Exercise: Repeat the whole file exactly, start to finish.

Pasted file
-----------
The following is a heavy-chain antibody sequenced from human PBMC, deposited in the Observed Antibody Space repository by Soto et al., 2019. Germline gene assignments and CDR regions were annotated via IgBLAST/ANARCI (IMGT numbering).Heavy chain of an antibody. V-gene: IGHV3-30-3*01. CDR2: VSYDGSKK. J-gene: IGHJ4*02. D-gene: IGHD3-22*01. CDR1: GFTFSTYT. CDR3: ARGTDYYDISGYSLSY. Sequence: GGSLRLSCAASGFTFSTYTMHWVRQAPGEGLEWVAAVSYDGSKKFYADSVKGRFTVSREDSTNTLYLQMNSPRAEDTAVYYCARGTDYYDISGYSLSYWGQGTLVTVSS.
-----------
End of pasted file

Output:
The following is a heavy-chain antibody sequenced from human PBMC, deposited in the Observed Antibody Space repository by Soto et al., 2019. Germline gene assignments and CDR regions were annotated via IgBLAST/ANARCI (IMGT numbering).Heavy chain of an antibody. V-gene: IGHV3-30-3*01. CDR2: VSYDGSKK. J-gene: IGHJ4*02. D-gene: IGHD3-22*01. CDR1: GFTFSTYT. CDR3: ARGTDYYDISGYSLSY. Sequence: GGSLRLSCAASGFTFSTYTMHWVRQAPGEGLEWVAAVSYDGSKKFYADSVKGRFTVSREDSTNTLYLQMNSPRAEDTAVYYCARGTDYYDISGYSLSYWGQGTLVTVSS.